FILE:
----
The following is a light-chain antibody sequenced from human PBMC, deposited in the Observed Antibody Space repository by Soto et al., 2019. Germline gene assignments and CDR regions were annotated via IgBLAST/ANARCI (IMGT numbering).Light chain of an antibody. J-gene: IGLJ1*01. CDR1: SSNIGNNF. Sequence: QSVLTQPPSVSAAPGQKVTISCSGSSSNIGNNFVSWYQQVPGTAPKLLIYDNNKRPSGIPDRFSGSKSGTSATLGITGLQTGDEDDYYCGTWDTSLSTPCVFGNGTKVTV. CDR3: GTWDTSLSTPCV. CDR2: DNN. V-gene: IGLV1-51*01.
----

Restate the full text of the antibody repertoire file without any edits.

The following is a light-chain antibody sequenced from human PBMC, deposited in the Observed Antibody Space repository by Soto et al., 2019. Germline gene assignments and CDR regions were annotated via IgBLAST/ANARCI (IMGT numbering).Light chain of an antibody. J-gene: IGLJ1*01. CDR1: SSNIGNNF. Sequence: QSVLTQPPSVSAAPGQKVTISCSGSSSNIGNNFVSWYQQVPGTAPKLLIYDNNKRPSGIPDRFSGSKSGTSATLGITGLQTGDEDDYYCGTWDTSLSTPCVFGNGTKVTV. CDR3: GTWDTSLSTPCV. CDR2: DNN. V-gene: IGLV1-51*01.